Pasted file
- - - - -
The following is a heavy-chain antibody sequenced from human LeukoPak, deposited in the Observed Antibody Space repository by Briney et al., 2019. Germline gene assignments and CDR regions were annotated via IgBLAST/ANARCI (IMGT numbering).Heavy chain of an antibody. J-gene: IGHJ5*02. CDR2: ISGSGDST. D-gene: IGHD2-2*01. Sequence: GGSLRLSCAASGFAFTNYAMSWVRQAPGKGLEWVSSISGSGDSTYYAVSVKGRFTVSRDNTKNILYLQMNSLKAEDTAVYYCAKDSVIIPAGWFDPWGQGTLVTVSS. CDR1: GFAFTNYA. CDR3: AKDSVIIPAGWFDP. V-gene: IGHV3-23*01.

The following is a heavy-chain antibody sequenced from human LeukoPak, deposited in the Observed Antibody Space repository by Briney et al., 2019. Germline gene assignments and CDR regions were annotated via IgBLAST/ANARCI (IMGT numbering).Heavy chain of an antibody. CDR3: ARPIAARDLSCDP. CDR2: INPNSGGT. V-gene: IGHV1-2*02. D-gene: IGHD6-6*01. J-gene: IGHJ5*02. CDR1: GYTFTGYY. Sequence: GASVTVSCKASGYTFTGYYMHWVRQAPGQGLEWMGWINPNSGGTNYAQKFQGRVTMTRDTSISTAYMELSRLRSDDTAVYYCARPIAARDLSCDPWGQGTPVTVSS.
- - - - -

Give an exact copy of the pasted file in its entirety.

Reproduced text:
The following is a heavy-chain antibody sequenced from human LeukoPak, deposited in the Observed Antibody Space repository by Briney et al., 2019. Germline gene assignments and CDR regions were annotated via IgBLAST/ANARCI (IMGT numbering).Heavy chain of an antibody. J-gene: IGHJ5*02. CDR2: ISGSGDST. D-gene: IGHD2-2*01. Sequence: GGSLRLSCAASGFAFTNYAMSWVRQAPGKGLEWVSSISGSGDSTYYAVSVKGRFTVSRDNTKNILYLQMNSLKAEDTAVYYCAKDSVIIPAGWFDPWGQGTLVTVSS. CDR1: GFAFTNYA. CDR3: AKDSVIIPAGWFDP. V-gene: IGHV3-23*01.

The following is a heavy-chain antibody sequenced from human LeukoPak, deposited in the Observed Antibody Space repository by Briney et al., 2019. Germline gene assignments and CDR regions were annotated via IgBLAST/ANARCI (IMGT numbering).Heavy chain of an antibody. CDR3: ARPIAARDLSCDP. CDR2: INPNSGGT. V-gene: IGHV1-2*02. D-gene: IGHD6-6*01. J-gene: IGHJ5*02. CDR1: GYTFTGYY. Sequence: GASVTVSCKASGYTFTGYYMHWVRQAPGQGLEWMGWINPNSGGTNYAQKFQGRVTMTRDTSISTAYMELSRLRSDDTAVYYCARPIAARDLSCDPWGQGTPVTVSS.